- As well as giving the actual month that each measure was taken, we also get a
month_rankwhich equals 1 for the first measurement for the cohort, 2 for the second etc. This will make it easy to compare the retention rates after e.g. 3 months between cohorts that signed up in January and February, for example: note that we’d want to compare the March numbers for our January cohort with our April numbers for our February cohort. Rather than work out the number of months between the cohort definition and the actual month, we can simply compare figures where
month_rank= 3 for our comparison.
- Finally, note that our
fraction_retainedfigure is always 1 (i.e. 100%) for the first month’s reading for each cohort. That is because, by definition, every member of the cohort is active on the first month that they touch the website. (Activity is defined as visiting the website at least once.)
Now – to perform our analysis, we want to plot a line graph: one per cohort, where we’re plotting month rank (on the x-axis) against fraction retained (on the y-axis). We expect a graph as follows, with retention by cohort decreasing over time for each of cohorts:
Let’s plot our cohort analysis! Log into ChartIO, go into a dashboard where you want to create your graph and click the Add Chart button. (We’re going to assume you’ve already setup a connection in ChartIO to your Snowplow data in Redshift, and in particular, the
recipes_customer schema. If you haven’t, instructions can be found here.)
Select the data source on the left which connects to the
recipes_customer schema. A long list of all the different views available in that schema will be shown below. Select the Cohort Dfn by Month First Touch view. The different measures and dimensions will be shown:
Now let’s create our plot. We want to plot Fraction Retained as our metric, so drag that from the Data Sources column to the Measures pane:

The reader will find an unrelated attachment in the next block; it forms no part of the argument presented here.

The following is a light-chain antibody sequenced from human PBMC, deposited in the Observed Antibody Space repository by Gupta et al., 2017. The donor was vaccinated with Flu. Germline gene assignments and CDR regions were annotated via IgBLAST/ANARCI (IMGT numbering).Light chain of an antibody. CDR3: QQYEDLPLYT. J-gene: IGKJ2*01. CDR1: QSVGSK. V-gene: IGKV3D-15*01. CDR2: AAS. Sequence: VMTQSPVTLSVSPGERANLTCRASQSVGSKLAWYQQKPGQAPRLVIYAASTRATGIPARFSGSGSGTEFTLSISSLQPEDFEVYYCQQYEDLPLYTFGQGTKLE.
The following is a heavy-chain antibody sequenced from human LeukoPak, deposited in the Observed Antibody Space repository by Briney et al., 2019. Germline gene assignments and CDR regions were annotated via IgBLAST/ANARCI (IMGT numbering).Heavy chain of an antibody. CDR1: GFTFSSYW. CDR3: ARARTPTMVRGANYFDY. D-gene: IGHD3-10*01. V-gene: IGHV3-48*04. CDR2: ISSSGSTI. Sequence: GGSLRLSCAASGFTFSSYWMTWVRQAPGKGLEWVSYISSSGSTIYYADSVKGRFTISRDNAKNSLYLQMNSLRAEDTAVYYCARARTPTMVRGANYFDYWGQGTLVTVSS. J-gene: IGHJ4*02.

Now we want to plot this over Month Rank, so let’s drag Month Rank from the Data Sources column to the Dimensions pane:
Lastly we want to compare the fraction retained over month rank between Cohort, so drag Cohort from the Data Sources column to the dimensions pane as pane as well. ChartIO, on seeing that this is a date field, assumes you want to plot it by week. We want to plot it by month, so click on it in the dimensions pane to reveal a dropdown, and set Time bucket to Month:
Now click the Chart Query button. A table with the different values (a subset of those we saw in Navicat) will appear above. Click on the line graph icon, to its right, to plot a line chart and bingo! The cohort analysis is complete:
We can see that retention has not, sadly for us, improved over time. It does appear that the users acquired in August, however, were retained better than those acquired in other months. It would be interesting to understand why: to do this, we’d need to look at how each user was acquired (what drove them to our website), and whether some channels are better at driving “sticky” users than others, and if those channels accounted for a bigger share of user acquisition in August than the other months.
We plan to post more guides to using the recipes directly in ChartIO and other analytics tools, and as building blocks for developing your own, bespoke analysis, over the next few months. Stay tuned!